Studying (math focus)

This winter I’ve been teaching math with my dad (how lucky to get to try that!). In his teaching, he stresses the importance of reading. When we are young the majority of the math books are problems to solve. We learn that math is about solving problems. Later on, the textbooks change and become more and more text. This is when more people start having a problem with math. By only trying to solve the problems, first of all, the majority of the book is skipped (ever read one-third of a history book and expected to do well?). Secondly, it’s as hard as trying to read the text in a foreign language without learning the words first. Intuition can help to understand things, but there is no intuition for knowing that a right angle is 90° or that a rectangle has four right angles or what absolute value is. It’s just a concept to learn and memorize. I was teaching 12-year-old girl math and asked her what she did if she didn’t know or remember some math concept. She was not sure. Then I asked her what she did if she didn’t know some word in English. The answer was easy, look it up and repeat it 100 times!

“Look it up and repeat it 100 times!”


Being on the other side of the table, now teaching, has made me think a lot about how to study. I already wrote one article before about studying (Studying vs studying) so I had given this some thought but this time I am focusing more on math and the overall studying process, step by step. I gave a lecture about it to our students and they were happy about having this discussion. It also helped later on when I could remind them of this tip or that tool that would help them in some situations. Here is the summary of my thoughts:

I decided to divide the studying process into

READ -> UNDERSTAND -> REMEMBER -> USE

These steps don’t happen completely linearly, they mix but what is sure is that you have to start by reading(or hearing) the material and the main goal is to be able to use it. For each step, I will give a few points and thoughts on how to make it easier and more effective.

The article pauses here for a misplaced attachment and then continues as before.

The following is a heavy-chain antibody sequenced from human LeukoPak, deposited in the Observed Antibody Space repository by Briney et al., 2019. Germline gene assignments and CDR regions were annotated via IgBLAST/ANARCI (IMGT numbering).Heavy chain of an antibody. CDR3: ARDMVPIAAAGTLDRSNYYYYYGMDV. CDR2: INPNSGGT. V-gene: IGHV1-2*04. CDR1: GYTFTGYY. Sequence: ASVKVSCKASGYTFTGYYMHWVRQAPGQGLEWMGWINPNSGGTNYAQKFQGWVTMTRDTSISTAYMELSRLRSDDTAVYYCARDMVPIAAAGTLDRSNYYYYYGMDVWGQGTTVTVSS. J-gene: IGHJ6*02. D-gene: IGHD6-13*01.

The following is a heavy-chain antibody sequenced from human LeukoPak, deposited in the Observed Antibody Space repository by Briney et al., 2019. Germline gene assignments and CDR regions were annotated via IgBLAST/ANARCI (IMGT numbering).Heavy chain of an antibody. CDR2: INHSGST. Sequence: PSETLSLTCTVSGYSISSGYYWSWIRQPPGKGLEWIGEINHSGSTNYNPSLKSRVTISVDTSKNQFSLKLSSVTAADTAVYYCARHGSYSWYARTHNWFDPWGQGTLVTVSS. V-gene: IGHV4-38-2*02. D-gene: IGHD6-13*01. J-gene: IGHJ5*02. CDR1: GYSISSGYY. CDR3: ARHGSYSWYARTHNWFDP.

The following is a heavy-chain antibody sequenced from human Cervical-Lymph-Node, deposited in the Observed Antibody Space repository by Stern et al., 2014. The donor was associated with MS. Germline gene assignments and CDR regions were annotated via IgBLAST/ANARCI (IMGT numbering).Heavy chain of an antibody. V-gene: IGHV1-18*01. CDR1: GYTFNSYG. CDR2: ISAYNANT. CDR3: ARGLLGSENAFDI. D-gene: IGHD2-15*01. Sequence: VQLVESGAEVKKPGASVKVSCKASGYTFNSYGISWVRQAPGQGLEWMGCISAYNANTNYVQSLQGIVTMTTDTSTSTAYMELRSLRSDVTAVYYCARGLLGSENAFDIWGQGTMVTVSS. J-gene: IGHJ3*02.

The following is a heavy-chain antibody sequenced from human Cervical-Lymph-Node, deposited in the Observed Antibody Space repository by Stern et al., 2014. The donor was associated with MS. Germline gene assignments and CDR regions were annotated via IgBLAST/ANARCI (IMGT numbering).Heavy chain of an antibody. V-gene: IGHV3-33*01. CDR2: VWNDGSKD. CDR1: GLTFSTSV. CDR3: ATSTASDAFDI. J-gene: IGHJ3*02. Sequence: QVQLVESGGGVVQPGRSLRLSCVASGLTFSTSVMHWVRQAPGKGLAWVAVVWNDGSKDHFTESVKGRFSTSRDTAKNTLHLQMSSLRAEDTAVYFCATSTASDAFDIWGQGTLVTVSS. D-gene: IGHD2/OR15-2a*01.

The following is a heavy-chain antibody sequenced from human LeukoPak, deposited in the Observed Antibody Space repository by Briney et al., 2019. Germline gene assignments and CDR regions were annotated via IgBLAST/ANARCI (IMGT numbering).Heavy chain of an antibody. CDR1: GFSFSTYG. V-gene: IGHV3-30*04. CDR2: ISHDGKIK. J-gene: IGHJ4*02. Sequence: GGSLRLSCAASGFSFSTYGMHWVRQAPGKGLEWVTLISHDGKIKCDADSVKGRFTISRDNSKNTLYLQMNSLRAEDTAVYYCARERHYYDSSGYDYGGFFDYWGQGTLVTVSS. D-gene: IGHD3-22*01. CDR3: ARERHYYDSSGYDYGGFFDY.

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My advice to incoming University Students

August has always been a special month to me for various reasons. It includes my birthday, and for the past 20 years, mid-August has been the time of excitement and new beginnings, the start of a new school year! This is the first time in twenty years that I will not be attending school. It feels weird, but at the same time, it feels good.
From my twenty-year experience of attending school, thereof six years of University, I have developed my studying skills and learned to make the most of the University years. In this blog, I will share with you some of the things I wish I had known at the start of my University journey.

Make connections

The University is as much a place to network and make connections with people as it is to learn. In University, you have access to great professors in your field, as well as many of the future leaders of the profession, so make sure you get to know your teachers and fellow students. A good relationship with your teachers can be valuable when you need recommendations for scholarships, further studies or a job. Your relationship with classmates might lead to job opportunities as they might recommend you for their new job or have you in mind as a part of their new start-up. But how to make connections and build relationships in University? I have two easy tips for you.

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Studying vs studying

Apparently, it’s not enough to just study, you also should learn how to study. I was lucky enough to get advice from teachers at an early age. Despite that, I’m still adapting my techniques because not only does it differ what works between people but I also don’t always prefer the same things.

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How I study if affected by many factors including (but not bound to)

  • My routine
  • My school schedule
  • Teacher’s way of teaching
  • What kind of material is provided
  • The subject
  • The people I study with

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